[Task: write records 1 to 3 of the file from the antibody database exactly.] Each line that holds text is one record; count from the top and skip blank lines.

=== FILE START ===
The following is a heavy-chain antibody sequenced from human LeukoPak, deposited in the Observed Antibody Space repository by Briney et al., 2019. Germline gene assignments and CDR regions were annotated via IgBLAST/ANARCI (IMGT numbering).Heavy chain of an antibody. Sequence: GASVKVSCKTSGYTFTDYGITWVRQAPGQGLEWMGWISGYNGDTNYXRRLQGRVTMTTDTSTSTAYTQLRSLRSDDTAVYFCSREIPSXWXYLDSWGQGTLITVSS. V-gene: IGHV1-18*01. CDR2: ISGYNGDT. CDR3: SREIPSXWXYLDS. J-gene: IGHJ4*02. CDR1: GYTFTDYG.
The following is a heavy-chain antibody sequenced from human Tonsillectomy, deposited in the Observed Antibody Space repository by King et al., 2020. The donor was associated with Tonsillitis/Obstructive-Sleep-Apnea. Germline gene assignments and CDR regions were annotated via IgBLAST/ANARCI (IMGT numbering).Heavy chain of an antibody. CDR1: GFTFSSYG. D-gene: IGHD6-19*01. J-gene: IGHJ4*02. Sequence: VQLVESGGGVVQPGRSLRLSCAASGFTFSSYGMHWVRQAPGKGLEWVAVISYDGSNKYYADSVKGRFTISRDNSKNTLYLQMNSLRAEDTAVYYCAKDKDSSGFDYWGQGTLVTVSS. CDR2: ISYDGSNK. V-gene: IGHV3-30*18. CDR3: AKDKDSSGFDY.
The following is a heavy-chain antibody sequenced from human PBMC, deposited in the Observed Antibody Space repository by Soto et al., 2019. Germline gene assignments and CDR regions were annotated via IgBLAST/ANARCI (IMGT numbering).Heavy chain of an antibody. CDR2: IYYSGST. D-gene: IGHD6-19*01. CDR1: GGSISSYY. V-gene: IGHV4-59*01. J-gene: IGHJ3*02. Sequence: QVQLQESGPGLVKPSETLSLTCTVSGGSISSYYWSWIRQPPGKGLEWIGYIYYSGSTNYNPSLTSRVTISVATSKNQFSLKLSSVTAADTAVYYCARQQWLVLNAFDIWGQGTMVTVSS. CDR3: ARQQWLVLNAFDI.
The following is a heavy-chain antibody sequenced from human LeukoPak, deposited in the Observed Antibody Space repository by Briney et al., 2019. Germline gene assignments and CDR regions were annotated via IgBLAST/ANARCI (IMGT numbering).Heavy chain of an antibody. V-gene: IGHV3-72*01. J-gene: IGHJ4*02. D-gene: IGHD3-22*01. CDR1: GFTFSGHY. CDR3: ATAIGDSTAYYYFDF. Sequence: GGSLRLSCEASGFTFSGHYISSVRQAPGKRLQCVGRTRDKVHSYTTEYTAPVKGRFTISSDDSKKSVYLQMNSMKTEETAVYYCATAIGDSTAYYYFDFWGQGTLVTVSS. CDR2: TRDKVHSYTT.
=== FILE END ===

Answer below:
The following is a heavy-chain antibody sequenced from human LeukoPak, deposited in the Observed Antibody Space repository by Briney et al., 2019. Germline gene assignments and CDR regions were annotated via IgBLAST/ANARCI (IMGT numbering).Heavy chain of an antibody. Sequence: GASVKVSCKTSGYTFTDYGITWVRQAPGQGLEWMGWISGYNGDTNYXRRLQGRVTMTTDTSTSTAYTQLRSLRSDDTAVYFCSREIPSXWXYLDSWGQGTLITVSS. V-gene: IGHV1-18*01. CDR2: ISGYNGDT. CDR3: SREIPSXWXYLDS. J-gene: IGHJ4*02. CDR1: GYTFTDYG.
The following is a heavy-chain antibody sequenced from human Tonsillectomy, deposited in the Observed Antibody Space repository by King et al., 2020. The donor was associated with Tonsillitis/Obstructive-Sleep-Apnea. Germline gene assignments and CDR regions were annotated via IgBLAST/ANARCI (IMGT numbering).Heavy chain of an antibody. CDR1: GFTFSSYG. D-gene: IGHD6-19*01. J-gene: IGHJ4*02. Sequence: VQLVESGGGVVQPGRSLRLSCAASGFTFSSYGMHWVRQAPGKGLEWVAVISYDGSNKYYADSVKGRFTISRDNSKNTLYLQMNSLRAEDTAVYYCAKDKDSSGFDYWGQGTLVTVSS. CDR2: ISYDGSNK. V-gene: IGHV3-30*18. CDR3: AKDKDSSGFDY.
The following is a heavy-chain antibody sequenced from human PBMC, deposited in the Observed Antibody Space repository by Soto et al., 2019. Germline gene assignments and CDR regions were annotated via IgBLAST/ANARCI (IMGT numbering).Heavy chain of an antibody. CDR2: IYYSGST. D-gene: IGHD6-19*01. CDR1: GGSISSYY. V-gene: IGHV4-59*01. J-gene: IGHJ3*02. Sequence: QVQLQESGPGLVKPSETLSLTCTVSGGSISSYYWSWIRQPPGKGLEWIGYIYYSGSTNYNPSLTSRVTISVATSKNQFSLKLSSVTAADTAVYYCARQQWLVLNAFDIWGQGTMVTVSS. CDR3: ARQQWLVLNAFDI.